arrow-downdotsFacebookGoogle Plusgraphic-dotsgraphic-geometricgraphic-geo shapesgraphic-swirlsInstagramlines@2xLinkedInscroll-iconSearchgeo shapes@2xswirls@2xTwitter

Breast Health

Being breast aware is important for women of all ages, and it’s never too early to get into the habit of checking your breasts for changes and understanding what these might mean.Being breast aware is important for women of all ages, and it’s never too early to get into the habit of checking your breasts for changes and understanding what these might mean.

Most breast changes are not due to breast cancer, and are usually linked to hormonal changes during the menstrual cycle, cysts and other non-cancerous lumps. For young women going through puberty, frequent changes in the breasts are normal as they are still developing. While changes in your breasts are usually not a cause for concern, being aware of these changes is important for your breast health and for your own peace of mind.

Breast Cancer – the risks

Breast cancer is the most common cause of cancer in Australian women. One in eight women will develop cancer by the age of 85. Older women are most at risk of developing breast cancer, with 75% of all breast cancers in Australia occurring in women over the age of fifty. Some other risk factors for developing breast cancer include: family history; inheritance of mutations in certain genes; exposure to female hormones; obesity and excess alcohol consumption. Early detection of breast cancer means that women have a much greater chance of being treated successfully and in most cases the cancer will not come back after treatment.

Get to know your body

While younger women don’t face a high risk of developing breast cancer, the Cancer Council Australia recommends that women of all ages should be familiar with the normal look and feel of their breasts.

You don’t need to use a special technique or be an expert to check your breasts. The important thing is that you take the time to get to know the normal look and feel of your breasts. This includes being aware of the usual changes you might experience during the menstrual cycle (for example, a lot of women’s breasts tend to be more swollen and tender around the time of their period).

The best way of understanding your breasts and picking up on any changes is by making checking your breasts a normal part of your daily routine. This can be as simple as getting to know the feel and look of your breasts during everyday activities like showering, dressing, applying moisturiser or just looking in the mirror.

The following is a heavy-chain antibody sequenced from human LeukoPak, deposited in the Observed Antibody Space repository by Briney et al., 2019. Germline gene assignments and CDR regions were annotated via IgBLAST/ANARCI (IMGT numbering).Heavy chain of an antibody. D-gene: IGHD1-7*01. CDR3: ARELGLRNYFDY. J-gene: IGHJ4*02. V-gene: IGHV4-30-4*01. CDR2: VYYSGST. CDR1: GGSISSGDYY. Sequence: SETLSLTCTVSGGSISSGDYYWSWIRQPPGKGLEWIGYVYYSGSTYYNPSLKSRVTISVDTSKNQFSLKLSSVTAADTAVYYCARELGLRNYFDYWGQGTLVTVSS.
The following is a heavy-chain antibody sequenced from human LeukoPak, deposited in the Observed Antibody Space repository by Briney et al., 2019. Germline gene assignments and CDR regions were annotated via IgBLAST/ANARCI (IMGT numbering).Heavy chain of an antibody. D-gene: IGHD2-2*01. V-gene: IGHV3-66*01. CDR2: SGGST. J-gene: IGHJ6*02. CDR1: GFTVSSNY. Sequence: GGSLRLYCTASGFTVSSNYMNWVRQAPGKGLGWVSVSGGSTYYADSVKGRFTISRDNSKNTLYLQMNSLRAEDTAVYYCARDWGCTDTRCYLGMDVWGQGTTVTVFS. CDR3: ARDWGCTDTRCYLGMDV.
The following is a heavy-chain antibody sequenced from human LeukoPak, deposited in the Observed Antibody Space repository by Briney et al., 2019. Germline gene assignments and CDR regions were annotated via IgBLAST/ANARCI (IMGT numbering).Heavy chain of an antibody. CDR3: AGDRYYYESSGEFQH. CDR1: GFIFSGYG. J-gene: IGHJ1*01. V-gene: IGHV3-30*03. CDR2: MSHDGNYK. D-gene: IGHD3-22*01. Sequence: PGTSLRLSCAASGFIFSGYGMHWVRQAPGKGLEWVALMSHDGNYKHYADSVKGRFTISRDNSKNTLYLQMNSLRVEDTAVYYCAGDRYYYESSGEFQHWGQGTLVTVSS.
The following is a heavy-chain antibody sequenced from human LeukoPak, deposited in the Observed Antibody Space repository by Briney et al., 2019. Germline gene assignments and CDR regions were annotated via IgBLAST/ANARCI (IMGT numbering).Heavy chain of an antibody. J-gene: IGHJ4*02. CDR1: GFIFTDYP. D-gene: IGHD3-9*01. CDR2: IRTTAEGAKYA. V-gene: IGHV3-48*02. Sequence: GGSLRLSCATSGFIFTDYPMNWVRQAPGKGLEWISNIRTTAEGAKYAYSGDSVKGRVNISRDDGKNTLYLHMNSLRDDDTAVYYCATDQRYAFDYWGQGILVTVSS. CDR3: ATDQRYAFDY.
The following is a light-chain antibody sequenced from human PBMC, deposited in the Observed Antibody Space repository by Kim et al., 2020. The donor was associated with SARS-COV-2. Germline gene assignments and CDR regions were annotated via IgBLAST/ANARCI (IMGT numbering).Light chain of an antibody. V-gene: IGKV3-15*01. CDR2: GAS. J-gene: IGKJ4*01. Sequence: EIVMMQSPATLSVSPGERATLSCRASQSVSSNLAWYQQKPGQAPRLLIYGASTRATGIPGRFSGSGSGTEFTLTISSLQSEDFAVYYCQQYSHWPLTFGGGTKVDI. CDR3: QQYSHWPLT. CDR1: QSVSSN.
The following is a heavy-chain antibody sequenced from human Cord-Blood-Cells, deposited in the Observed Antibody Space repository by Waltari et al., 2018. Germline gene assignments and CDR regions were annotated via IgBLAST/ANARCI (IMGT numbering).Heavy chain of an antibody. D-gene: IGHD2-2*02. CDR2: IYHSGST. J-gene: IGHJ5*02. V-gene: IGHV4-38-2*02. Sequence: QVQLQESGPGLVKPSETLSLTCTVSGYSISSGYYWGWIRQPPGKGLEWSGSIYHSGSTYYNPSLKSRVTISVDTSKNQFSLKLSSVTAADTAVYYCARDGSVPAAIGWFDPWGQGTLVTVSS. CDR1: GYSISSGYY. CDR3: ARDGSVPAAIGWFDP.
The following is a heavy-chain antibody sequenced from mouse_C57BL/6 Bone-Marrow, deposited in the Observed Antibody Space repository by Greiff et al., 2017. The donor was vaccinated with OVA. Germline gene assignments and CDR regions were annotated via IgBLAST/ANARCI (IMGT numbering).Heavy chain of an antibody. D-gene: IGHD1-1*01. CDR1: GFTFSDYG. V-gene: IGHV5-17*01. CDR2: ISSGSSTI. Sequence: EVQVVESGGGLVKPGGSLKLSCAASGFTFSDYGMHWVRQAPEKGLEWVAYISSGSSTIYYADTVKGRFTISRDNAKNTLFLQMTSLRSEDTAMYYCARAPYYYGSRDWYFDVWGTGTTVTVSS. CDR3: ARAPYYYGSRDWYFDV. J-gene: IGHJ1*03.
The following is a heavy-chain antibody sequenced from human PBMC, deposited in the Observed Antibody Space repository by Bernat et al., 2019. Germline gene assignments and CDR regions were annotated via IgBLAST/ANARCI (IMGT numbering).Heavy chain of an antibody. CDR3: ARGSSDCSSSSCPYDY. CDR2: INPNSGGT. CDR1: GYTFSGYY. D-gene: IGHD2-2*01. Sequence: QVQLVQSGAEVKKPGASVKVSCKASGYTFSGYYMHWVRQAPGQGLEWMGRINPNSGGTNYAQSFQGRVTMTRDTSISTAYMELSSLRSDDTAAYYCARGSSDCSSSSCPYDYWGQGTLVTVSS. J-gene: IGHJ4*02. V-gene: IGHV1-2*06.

For steps on how to carry out a breast self exam, take a look at this infographic. You can also check out this app from the McGrath Foundation and this Cancer Australia initative for more info on how to check your breasts and look for changes.

What to look out for

Changes to look out for include:

  • A lump, lumpiness or thickening of the breast
  • Changes in the skins of one or both breasts (it might look like redness, a rash, dimpling or puckering in the skin)
  • Pain in the breast that is unusual and doesn’t go away
  • A change in the shape or size of the breast that seems abnormal
  • Discharge from the nipple, a rash on the nipple or changes in the shape of the nipple

Remember, as your breasts are developing and you’re experiencing puberty, changes in the size and shape of the breasts are normal and usually nothing to be worried about. However if you notice any of these changes listed above, you should have a chat with your doctor about them.

Mammograms

A mammogram is a low dose x-ray of the breasts, used to detect cancer at an early stage before symptoms appear. Screening mammograms are recommended for women over the age of fifty as an effective way of detecting early signs of breast cancer in older women. Mammograms are not recommended for women under the age of forty and are not considered to be an effective way of detecting early signs of breast cancer in younger women. This is because younger women’s breasts are dense and appear like white cotton wool on a mammogram, making it very difficult to see any signs of breast cancer in the screening.

What else can I do to reduce my risk of getting breast cancer?



There is no proven way to prevent breast cancer from occurring. However, the Cancer Council Australia recommends that people who want to reduce their cancer risk should:

  • Stop smoking
  • Maintain a healthy body weight and nutritious diet
  • Be physically active on most days
  • Limit your intake of alcohol